In previous articles we explored the much underappreciated role good bacteria in the digestive tract plays in the maintenance of our health. This essential gastrointestinal bacterial flora also helps in the prevention and treatment of many disorders, from arthritis, fibromyalgia, and chronic fatigue, to asthma, eczema and allergies in general. The tremendous growth of asthma and allergies in our society today now looks to be related to an unhealthy gastrointestinal ecology.
Recall that about 80% of our immune system exists within our gastrointestinal tract and it is in constant communication with over one hundred trillion beneficial gut bacteria, which weighs about 3 to 6 pounds. It is these beneficial bacteria and the absence of unwanted microbes that helps keep our immune system in proper balance. Dysbiosis is an over abundance of unwanted non-infectious GI microorganisms and/or a lack of beneficial gastrointestinal bacteria, which can adversely affect our immune system. Dysbiosis can ramp up the immune system causing it to become hypervigilant, overreacting to everything from house dust and animal dander to common foods or even your own tissues.
Good hygiene does reduce our exposure to harmful bacteria, but it also limits our exposure to beneficial microorganisms. This is one of the reasons why the bacterial flora of our digestive system isn't as robust and diversified as it was long ago. "The bacteria in our digestive system are essential to digestion and also serve to educate our immune system. They teach it how to react to strange substances. This remains a key in the development of a child's immune system," according to Dr. Guy Delespesse, professor at the Université de Montréal Faculty of Medicine and director of the Laboratory for Allergy Research at the Centre hospitalier de l'Université de Montréal. Dr. Delespesse goes further, "The more sterile the environment a child lives in, the higher the risk he or she will develop allergies or an immune problem in their lifetime."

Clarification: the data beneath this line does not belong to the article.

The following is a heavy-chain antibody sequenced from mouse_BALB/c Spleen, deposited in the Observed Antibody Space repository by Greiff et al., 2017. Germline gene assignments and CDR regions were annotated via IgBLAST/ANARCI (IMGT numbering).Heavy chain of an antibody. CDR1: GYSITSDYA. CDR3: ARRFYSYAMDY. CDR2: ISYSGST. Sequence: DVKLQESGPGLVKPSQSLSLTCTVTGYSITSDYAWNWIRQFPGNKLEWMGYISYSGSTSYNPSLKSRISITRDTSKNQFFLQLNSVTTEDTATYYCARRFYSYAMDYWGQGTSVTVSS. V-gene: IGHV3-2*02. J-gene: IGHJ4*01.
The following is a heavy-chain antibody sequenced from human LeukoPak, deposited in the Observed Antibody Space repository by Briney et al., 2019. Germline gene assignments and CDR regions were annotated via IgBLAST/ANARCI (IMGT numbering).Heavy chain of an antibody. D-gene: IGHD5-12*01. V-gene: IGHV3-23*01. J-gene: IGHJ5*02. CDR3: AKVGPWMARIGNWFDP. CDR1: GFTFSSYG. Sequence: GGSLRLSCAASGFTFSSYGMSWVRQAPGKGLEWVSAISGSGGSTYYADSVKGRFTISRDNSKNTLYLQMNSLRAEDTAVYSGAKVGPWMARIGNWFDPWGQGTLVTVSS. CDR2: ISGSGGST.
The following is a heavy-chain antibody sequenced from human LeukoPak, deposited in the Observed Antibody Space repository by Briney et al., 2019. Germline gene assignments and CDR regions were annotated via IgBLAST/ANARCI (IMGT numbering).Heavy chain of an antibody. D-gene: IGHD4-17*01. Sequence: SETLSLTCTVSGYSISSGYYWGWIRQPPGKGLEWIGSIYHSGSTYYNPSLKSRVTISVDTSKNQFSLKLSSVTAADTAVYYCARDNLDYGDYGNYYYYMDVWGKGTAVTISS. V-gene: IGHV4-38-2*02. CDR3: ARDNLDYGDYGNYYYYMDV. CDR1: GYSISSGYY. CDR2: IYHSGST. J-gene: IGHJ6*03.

There are many other factors in our modern lifestyle that lead to an imbalanced gut bacteria flora, such as antibiotics, poor diet, decreased digestive enzymes and maldigestion. Whatever the cause, this dysbiosis can also lead to an unhealthy intestinal lining. Your intestinal lining acts as an intelligent safety net selectively determining what is safe to come inside of you and what must be evacuated from the system. When this intelligent intestinal lining is damaged from dysbiosis it will "leak" and expose your immune system unwanted particles such as undigested food molecules, microbes, wastes, toxins, and even antigens and pathogens. This has been referred to as a 'Leaky Gut Syndrome,' and remember it is these leaked rogue particles that can ramp up your immune system causing it to become more reactive and allergic.
If you are one of the many individuals who now find themselves allergic to multiple foods and environmental factors you may want to find out if dysbiosis is playing a role. All you need do is have your doctor properly run and interpret a CDSA through one of the labs specializing in this testing. Research has shown that quality highly concentrated probiotic supplementation with specific strains of bacteria that can colonize the bowel can help to reduce allergic reactions. Also high fiber diets with no simple carbohydrates have been shown to improve the quality and quantity of beneficial intestinal bacteria. Don't let allergies get in the way of having a fantastic summer this year!
About Dr. Greg Fors
Dr. Greg Fors, D.C. is a Board-certified Neurologist (IBCN), certified in Applied Herbal Sciences (NWHSU) and acupuncture. As the clinic director of the Pain and Brain Healing Center in Blaine Minnesota he specializes in a functional medicine approach to fibromyalgia, fatigue, brain fog, digestive disorders, depression and anxiety. He is a sought after international lecturer for various post-graduate departments and state associations. Dr. Fors is the author of the highly acclaimed book, “Why We Hurt” available through booksellers everywhere.